I always get an extra boost of creativity, motivation and productivity in my graduate research after periods of teaching. I’ve been working at different math summer camps for the last few weeks, and the experience was tiring and challenging at times. However, after the camps were finished I noticed that some ideas related to my research have just ‘appeared’ in my head – sounds great, right? …Except that when I share this experience with some of my friends in academia, they usually exclaim: “But teaching is a ‘distraction’ from your ‘real’ work, isn’t it!”
So I convinced myself that I’m just an ‘odd apple’ in academia with this strange quirk of not hating the process of teaching… Then I found out that I’m not the only one. Apparently many works of Mendeleev, Dedekind and Hilbert were inspired, and driven by their teaching experiences, or dissatisfaction with existing teaching methods.
For instance, Dmitri Mendeleev’s table of elements was first published in [drum roll] a TEXTBOOK! At the start of his career Mendeleev was one of the many professors with a high teaching load and not-so-high salary. His famous table was a result of frustration with his students and the teaching materials that he was provided with. Contrary to a relatively common belief, Mendeleev was NOT the first scientist to attempt organizing and classifying the elements. Other classification systems were widely published in textbooks but Mendeleev’s class was unable to make sense out of those classification systems. Hence, Mendeleev set off to create his own way of organizing the elements and presenting them to his students. Soon the famous periodic table appeared in an ordinary textbook for university level chemistry class.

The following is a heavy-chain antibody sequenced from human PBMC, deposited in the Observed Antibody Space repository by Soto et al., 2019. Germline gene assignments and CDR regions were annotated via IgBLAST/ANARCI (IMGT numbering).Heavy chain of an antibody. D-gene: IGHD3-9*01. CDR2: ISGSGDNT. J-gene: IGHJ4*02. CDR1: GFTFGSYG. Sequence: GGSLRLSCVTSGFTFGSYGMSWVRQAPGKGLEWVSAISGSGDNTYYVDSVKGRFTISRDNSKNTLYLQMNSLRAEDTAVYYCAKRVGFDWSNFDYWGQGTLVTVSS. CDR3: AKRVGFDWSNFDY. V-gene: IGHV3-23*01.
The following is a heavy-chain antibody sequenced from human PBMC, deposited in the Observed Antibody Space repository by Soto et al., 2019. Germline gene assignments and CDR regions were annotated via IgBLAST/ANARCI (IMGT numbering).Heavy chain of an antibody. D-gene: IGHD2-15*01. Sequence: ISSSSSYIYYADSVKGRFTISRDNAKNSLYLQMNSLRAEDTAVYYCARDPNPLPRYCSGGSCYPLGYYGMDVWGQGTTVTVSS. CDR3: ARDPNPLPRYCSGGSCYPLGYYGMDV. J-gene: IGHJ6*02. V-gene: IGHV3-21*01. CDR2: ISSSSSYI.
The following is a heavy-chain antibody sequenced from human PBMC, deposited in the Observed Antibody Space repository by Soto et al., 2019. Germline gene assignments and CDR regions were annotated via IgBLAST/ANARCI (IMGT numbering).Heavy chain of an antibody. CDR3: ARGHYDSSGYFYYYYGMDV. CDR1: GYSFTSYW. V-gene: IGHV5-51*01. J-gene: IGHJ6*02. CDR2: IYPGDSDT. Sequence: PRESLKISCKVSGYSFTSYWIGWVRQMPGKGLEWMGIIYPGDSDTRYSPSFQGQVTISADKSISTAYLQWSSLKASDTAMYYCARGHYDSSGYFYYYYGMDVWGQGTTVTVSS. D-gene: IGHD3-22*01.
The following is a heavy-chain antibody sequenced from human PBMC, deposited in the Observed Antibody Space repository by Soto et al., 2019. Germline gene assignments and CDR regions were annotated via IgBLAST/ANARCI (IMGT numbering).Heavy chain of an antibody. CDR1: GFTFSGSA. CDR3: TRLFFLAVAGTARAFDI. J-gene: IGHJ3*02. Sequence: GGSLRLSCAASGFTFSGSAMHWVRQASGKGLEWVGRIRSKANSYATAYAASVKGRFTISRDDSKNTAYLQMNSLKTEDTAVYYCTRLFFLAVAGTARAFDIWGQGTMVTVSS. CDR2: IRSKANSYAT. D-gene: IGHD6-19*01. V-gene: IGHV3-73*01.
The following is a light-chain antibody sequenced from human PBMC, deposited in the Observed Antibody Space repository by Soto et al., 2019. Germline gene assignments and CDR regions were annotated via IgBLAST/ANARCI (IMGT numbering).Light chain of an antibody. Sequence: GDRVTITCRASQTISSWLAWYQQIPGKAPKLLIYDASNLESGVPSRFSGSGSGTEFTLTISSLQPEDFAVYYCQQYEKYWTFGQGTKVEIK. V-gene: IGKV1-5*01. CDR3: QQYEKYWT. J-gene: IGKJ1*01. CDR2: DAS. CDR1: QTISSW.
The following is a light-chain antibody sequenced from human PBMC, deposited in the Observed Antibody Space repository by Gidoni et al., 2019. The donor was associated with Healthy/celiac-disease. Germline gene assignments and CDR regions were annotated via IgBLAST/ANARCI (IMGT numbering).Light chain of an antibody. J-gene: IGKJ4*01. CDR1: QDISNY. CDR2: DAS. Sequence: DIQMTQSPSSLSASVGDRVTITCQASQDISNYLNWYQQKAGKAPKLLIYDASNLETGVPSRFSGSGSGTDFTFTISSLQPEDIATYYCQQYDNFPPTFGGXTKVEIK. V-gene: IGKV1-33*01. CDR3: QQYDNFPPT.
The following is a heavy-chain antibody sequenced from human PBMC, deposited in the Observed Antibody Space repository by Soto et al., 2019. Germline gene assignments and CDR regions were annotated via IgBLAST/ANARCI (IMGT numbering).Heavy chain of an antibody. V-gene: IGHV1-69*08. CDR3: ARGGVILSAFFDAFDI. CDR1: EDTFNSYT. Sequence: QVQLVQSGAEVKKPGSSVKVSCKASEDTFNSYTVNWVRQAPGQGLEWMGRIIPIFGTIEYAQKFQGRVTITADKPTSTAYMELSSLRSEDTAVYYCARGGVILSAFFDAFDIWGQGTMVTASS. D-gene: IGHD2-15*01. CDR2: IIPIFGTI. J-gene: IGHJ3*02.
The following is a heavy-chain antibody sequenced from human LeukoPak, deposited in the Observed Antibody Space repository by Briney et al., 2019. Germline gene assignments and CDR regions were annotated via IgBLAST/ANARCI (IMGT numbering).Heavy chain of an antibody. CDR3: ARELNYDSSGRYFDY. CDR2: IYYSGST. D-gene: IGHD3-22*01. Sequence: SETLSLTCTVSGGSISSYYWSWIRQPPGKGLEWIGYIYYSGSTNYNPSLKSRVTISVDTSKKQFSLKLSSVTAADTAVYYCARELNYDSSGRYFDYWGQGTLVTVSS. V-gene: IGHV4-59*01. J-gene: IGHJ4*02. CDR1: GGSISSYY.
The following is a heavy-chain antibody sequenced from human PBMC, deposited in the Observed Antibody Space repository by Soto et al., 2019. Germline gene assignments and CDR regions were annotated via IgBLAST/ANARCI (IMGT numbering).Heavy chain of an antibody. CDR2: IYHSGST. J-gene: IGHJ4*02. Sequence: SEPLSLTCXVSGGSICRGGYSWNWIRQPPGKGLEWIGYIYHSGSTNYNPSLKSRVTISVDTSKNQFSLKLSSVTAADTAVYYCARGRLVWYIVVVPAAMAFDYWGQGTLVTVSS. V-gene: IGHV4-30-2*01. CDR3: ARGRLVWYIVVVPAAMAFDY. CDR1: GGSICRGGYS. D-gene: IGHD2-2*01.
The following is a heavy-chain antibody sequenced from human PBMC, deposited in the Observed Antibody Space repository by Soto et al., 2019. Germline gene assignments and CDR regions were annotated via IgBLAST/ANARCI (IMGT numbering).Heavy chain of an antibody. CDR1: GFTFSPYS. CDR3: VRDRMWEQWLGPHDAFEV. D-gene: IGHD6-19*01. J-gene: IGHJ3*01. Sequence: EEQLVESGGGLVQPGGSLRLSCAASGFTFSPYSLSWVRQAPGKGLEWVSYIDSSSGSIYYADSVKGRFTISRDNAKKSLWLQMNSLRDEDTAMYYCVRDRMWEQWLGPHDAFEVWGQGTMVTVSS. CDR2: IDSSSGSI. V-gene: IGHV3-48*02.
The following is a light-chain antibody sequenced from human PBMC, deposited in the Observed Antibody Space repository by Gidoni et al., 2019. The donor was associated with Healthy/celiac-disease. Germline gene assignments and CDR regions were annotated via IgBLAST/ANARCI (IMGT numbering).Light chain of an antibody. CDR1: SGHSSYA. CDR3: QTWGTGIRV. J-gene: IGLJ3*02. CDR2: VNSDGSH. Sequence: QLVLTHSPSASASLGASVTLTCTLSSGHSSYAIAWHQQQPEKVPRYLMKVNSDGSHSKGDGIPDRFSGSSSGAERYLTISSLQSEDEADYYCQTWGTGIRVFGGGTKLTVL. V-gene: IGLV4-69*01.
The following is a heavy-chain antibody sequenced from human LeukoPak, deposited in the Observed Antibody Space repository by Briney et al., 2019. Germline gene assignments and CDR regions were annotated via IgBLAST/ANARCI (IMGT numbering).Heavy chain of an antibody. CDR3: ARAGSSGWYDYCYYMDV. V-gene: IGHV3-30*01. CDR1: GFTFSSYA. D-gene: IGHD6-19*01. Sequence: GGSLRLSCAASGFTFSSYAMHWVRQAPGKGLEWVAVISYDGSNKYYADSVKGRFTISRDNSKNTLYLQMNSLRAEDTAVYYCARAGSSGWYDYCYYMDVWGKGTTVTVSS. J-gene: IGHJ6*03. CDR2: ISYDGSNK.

Richard Dedekind was absolutely appalled by methods of teaching calculus at university level. He was unhappy with all the gaps in students’ knowledge of math in general as well as in subject-specific areas. This frustration with poor pedagogy of calculus has inspired his works on integers. In fact, it inspired him to push the ‘boundaries’ of algebra so far that some mathematicians were doubting that his works should even be considered a part of the realm of algebra (for those who are specializing in history of sciences, I’m just trying to say that he has altered the ‘image’ of algebra).
David Hilbert always surrounded himself with as many talented students as he could, especially during the mature stages of his career. He claimed that tuning into their ideas and bouncing his own ideas against them motivates him to expand his academic views and provides him with inspiration to keep learning.
There are countless examples of other scientists and mathematicians who were motivated by teaching such as Kolmogorov, Alexandrov, etc. (each of them deserves a BOOK – not a paragraph).
Of course, there are equally as many successful and famous scientists who were sure that teaching is not their thing, which is fine, and deserves a discussion as well – but maybe in a different post 🙂
P.S.: mini-bibliography/inspiration sources:
A Well Ordered Thing: In the Shadow of the Periodic Table by Michael Gordin
History of Modern Algebra by Leo Cory
Hilbert by Constance Reid